John Locke: Land Title is Needed to Protect Buildings and Improvements from Expropriation

The importance of land is often not the land by itself, but the fact that something valuable can be done to the land or something valuable can be built on the land. It is important that people be able to get title to land in order to make such improvements or to build such buildings without fear that those improvements or those buildings will be taken away. John Locke makes that argument in section 34 of 2d Treatise on Government: “Of Civil Government” (in Chapter V "Of Property"):

God gave the world to men in common; but since he gave it them for their benefit, and the greatest conveniences of life they were capable to draw from it, it cannot be supposed he meant it should always remain common and uncultivated. He gave it to the use of the industrious and rational, (and labour was to be his title to it;) not to the fancy or covetousness of the quarrelsome and contentious. He that had as good left for his improvement, as was already taken up, needed not complain, ought not to meddle with what was already improved by another’s labour: if he did, it is plain he desired the benefit of another’s pains, which he had no right to, and not the ground which God had given him in common with others to labour on, and whereof there was as good left, as that already possessed, and more than he knew what to do with, or his industry could reach to.

I have several miscellaneous thoughts about this:

1. Hernando de Soto became famous for talking about how important giving slum-dwellers title to the land they live on can be for economic development. When this advice is followed, it is an interesting example of "squatters" usurping land title when the land was mostly unimproved, and then being given land title after building a shack on a (small) piece of land.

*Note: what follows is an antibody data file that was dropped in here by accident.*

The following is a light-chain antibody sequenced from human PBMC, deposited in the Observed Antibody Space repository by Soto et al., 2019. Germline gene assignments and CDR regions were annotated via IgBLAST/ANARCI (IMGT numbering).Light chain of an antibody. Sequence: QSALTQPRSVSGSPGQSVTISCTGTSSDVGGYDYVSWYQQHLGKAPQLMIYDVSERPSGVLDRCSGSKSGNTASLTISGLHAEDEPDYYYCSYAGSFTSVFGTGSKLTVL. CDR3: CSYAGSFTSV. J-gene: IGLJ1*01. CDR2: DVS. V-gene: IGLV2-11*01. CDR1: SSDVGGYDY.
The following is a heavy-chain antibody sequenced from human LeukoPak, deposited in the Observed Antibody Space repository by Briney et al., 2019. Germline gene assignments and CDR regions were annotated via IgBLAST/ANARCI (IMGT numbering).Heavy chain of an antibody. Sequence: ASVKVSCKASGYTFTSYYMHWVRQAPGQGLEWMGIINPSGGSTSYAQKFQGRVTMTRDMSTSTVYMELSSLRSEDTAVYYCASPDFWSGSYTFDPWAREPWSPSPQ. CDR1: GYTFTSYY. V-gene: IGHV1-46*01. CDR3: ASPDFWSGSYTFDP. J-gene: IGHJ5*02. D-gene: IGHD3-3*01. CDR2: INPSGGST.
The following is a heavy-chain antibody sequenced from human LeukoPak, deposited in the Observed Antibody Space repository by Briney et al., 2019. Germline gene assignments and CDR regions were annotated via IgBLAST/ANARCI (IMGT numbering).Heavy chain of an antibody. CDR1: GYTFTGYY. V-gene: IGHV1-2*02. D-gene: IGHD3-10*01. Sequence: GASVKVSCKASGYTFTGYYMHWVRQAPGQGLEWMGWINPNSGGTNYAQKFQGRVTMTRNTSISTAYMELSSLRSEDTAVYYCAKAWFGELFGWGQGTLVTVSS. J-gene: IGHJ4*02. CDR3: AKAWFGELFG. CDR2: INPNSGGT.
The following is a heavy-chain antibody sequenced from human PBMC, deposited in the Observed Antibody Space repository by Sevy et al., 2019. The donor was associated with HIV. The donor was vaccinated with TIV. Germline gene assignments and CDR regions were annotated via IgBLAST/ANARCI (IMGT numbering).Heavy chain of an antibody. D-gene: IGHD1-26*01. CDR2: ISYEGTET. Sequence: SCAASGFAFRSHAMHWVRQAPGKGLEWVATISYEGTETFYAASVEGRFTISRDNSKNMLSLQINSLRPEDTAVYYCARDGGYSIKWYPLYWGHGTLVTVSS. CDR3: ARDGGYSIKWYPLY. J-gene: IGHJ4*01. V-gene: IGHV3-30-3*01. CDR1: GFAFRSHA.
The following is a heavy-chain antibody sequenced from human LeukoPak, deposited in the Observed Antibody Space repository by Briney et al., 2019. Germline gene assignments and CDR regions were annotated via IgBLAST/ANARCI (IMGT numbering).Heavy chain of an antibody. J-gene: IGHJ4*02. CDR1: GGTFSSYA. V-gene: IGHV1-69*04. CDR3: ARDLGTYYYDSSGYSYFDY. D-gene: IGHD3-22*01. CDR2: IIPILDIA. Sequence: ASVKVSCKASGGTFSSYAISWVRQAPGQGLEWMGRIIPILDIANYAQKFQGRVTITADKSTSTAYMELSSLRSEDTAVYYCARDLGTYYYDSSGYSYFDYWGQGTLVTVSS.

2. Often what stands in the way of building is not the difficulty of getting standard legal title to a piece of land, but the political monopoly over how a piece of land may be used that local governments have. If a local government holds sway over too large an area, the urge to stifle competition and fear of congestion can often lead to a political failure—and political obstruction in the way—of delivering on the social justice imperative I enunciate in "Building Up With Grace" that every substantial city have a district with essentially no height limits and excellent bus service to the rest of the city, so that people of modest means can afford to move to attractive cities—cities that work, cities that have jobs and amenities. 

3. In the modern world, very often, a great part of the value of a piece of land has to do with the other buildings and streets that it is near. One of the themes of "Density is Destiny" is about cities as the key element of a socially increasing-returns-to-scale technology. If it were possible to create more cities that work, cities that have jobs and amenities, on land that is now far enough away from other things that it is inexpensive, that would be great. Overall, great cities are underprovided. Part of the answer is letting existing attractive cities grow more; but ideally (and this is not excuse for those existing cities not to grow), it would be good to also have new, attractive cities arise. Here, I think there is an externality. If someone made a wonderful city come into being, shehe would capture only a small share of the value generated. 

4. One case in which it is easier to get a city to arise is when that city has a significantly better legal structure than the surrounding cities. Think Shenzhen. This is Paul Romer's idea of a charter city. In addition to the value of a charter city in helping make the transition toward a better legal structure in a particular country, a charter city is also valuable simply because it is an additional city. 

5. There is a severe shortage of land in the world available for conducting high-level political experiments. That is, you can buy land, but you can't easily buy the right to set up your own nation on a patch of land. To me, this seems unfortunate. The ability to create space colonies—either on space stations or asteroids—may change this in the next century or two. Expect a flowering of new political experiments. Now is the time to develop the ideas for those political experiments. 


Don't miss other John Locke posts. Links at "John Locke's State of Nature and State of War."